Low-Key Summer Festivals with Great Live Music
Music festivals are a great excuse to plan a vacation and take advantage of the great summer weather with outdoor performances. While events like Bonnaroo and Burning Man typically draw the most crowds and attention, there are plenty of other great gatherings across the country with less-pricey tickets, smaller crowds, great food, and amazing artists. If you're looking for a more low-key experience to round out your late summer plans, check out some of the events below.
AVL Fest (Asheville, North Carolina)
Asheville shines as a music destination for being the home of luminaries – like Nina Simone, Bill Monroe and Robert Moog – a trove of storied venues, and an abundance of music and record shops. This summer is poised to go down in Asheville music history, as the inaugural AVL Fest kicks off on August 3rd and goes through August 6th. The three-day music festival features local and national acts, performing at more than 20 venues across town. Make a whole trip out of it and go hiking in the mountains, plan a bike ride, tour the Biltmore, and catch great food and drinks in town.
Farmstead Roots Creek Dinner Series (Leiper's Fork, Tennessee)
Going on this summer until October 7th, the Farmstead Roots Creek Dinner Series at Wines in the Fork are multi-course meals prepared by local chefs paired with wine under the stars, cocktails and cigar-rolling. While the star of this festival is local cuisine, dinners are accompanied by live music and local artisan demonstrations. The location also makes for an excellent addition to any country music lovers trip, as Leiper's Fork is just a short drive outside of Nashville. Add in plans to see a bigger concert in town, tour the historic Ryman Auditorium, and take a stroll through the Country Music Hall of Fame to round out this low-key getaway to Music City.
The Colonial Oak Music Park Concert Series (St. Augustine, Florida)
The Concert Series at The Colonial Oak Music Park in St. Augustine, Florida continues through the summer and into the fall. These free concerts feature local musicians and improv actors at an exceptional music venue. Music acts range from country, rock, pop, and dance. Improv shows rely heavily on audience participation, so come ready with some ideas. Tucked away on St. George Street, The Colonial Oak Music Park features towering oaks and plenty of space to dance or relax. Food and beverage from the adjacent St. Augustine Seafood Company is available during all events. Concerts are free and offered weekly, from Thursday through Sunday.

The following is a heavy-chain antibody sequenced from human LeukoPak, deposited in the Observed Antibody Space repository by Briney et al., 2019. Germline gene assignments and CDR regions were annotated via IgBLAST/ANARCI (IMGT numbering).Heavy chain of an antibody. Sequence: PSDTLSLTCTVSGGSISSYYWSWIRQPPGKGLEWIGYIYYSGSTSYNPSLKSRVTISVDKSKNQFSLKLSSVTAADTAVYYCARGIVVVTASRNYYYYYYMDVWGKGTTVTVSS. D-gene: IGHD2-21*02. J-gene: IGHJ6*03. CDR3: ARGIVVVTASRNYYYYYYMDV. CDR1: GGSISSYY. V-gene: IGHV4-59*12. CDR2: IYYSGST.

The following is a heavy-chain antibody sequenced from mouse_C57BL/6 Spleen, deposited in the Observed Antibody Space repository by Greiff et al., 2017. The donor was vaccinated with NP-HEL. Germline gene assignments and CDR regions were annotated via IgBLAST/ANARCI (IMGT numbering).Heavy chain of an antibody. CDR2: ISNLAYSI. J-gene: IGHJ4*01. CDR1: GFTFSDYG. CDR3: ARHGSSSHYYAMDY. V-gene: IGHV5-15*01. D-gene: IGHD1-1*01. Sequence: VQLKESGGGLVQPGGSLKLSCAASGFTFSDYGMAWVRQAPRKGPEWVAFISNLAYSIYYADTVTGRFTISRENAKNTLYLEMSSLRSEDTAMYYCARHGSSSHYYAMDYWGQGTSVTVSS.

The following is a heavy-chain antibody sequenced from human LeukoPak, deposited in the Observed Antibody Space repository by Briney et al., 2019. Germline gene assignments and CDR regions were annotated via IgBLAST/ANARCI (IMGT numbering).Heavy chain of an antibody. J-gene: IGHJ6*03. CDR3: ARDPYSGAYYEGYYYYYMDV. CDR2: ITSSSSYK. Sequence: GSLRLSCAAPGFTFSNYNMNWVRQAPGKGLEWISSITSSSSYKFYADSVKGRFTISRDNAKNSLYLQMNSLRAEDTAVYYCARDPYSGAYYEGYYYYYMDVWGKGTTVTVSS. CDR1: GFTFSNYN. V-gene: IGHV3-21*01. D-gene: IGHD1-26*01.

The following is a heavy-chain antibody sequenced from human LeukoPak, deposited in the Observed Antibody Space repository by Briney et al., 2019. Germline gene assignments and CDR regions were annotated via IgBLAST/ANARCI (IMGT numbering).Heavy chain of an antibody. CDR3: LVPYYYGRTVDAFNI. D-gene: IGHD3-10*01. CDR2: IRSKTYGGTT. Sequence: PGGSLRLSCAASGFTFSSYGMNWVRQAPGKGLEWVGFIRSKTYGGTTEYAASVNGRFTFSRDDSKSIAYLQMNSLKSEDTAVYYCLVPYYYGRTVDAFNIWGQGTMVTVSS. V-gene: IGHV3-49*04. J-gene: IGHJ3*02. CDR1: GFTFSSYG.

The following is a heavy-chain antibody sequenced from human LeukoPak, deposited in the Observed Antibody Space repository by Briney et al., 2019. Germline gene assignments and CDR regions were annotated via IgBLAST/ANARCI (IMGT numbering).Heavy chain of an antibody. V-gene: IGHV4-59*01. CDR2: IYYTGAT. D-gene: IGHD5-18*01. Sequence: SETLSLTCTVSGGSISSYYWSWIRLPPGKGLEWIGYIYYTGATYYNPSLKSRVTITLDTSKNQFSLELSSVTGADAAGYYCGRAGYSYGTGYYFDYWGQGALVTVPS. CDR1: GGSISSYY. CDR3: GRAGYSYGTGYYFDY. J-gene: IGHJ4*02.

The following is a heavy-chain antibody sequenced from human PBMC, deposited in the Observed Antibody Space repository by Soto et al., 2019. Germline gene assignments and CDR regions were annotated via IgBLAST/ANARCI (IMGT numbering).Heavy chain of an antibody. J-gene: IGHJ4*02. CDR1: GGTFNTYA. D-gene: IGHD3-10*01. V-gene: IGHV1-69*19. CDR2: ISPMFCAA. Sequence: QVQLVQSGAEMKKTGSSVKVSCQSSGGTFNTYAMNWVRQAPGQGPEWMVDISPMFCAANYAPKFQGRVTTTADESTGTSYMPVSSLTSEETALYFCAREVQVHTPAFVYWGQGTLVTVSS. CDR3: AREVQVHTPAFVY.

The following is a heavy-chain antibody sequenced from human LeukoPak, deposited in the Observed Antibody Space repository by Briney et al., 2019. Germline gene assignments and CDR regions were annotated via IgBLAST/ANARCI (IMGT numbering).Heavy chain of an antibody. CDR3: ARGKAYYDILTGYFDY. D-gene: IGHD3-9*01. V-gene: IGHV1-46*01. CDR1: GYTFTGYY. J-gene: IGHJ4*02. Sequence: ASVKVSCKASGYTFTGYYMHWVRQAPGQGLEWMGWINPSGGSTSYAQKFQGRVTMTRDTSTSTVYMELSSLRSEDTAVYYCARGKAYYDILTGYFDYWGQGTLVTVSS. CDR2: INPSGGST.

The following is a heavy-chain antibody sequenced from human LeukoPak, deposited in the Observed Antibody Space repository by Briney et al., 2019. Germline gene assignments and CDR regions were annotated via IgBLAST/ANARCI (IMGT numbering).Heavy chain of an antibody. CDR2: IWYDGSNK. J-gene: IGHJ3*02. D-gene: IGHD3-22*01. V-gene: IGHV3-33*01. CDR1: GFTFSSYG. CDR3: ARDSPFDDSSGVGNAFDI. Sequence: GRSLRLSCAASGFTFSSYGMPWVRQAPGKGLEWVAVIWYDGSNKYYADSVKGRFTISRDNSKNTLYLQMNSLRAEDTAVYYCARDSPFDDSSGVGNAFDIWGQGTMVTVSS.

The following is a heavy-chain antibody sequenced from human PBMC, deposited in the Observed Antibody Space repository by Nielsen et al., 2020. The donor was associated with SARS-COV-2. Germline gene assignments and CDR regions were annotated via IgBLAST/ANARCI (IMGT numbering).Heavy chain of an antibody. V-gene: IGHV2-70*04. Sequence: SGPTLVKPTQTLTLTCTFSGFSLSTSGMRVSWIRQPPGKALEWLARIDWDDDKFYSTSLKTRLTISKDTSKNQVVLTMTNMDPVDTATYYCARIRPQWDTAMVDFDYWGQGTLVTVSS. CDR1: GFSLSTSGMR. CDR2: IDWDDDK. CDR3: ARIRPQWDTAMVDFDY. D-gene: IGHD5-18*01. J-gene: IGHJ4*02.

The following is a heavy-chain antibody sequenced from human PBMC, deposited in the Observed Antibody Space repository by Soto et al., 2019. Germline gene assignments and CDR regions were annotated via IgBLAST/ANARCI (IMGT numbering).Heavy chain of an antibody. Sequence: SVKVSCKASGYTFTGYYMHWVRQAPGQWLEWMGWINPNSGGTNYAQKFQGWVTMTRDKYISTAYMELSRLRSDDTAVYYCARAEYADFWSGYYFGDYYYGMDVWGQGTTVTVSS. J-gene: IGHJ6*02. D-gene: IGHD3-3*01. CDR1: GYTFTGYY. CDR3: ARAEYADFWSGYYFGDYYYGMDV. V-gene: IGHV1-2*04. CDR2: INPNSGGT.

Glenville Festival's Commemoration of Hip Hop's 50th Anniversary (Cleveland, Ohio)
Beyond being known as a rock 'n' roll city, Cleveland has a deep history with hip hop. The trailblazing Bone Thugs-N-Harmony, Kid Cudi and Machine Gun Kelly hail from The Land. MC Chill became Cleveland's first hip hop star in the 1980s, and, today, the Rock & Roll Hall of Fame honors hip hop artists and their contributions to the artform. This summer, Cleveland offers multiple experiences to explore various genres and attend signature music events. The Rock & Roll Hall of Fame's new exhibit commemorates 50 years of hip hop with never-before-seen and “new school” artifacts from artists like DJ Kool Herc, Roxanne Shante, The Sugarhill Gang, Salt-N-Pepa and Jay-Z.
An annual neighborhood event, Glenville Festival, takes on a hip hop theme this year on August 12th with a lineup of local hip hop artists and a DJ battle. The neighborhood is where Bone Thugs-N-Harmony and other Cleveland hip hop artists started out, and the event is known for live music and surprise headlining artists.
Blossom Concert Series (Cuyahoga Valley National Park, Ohio)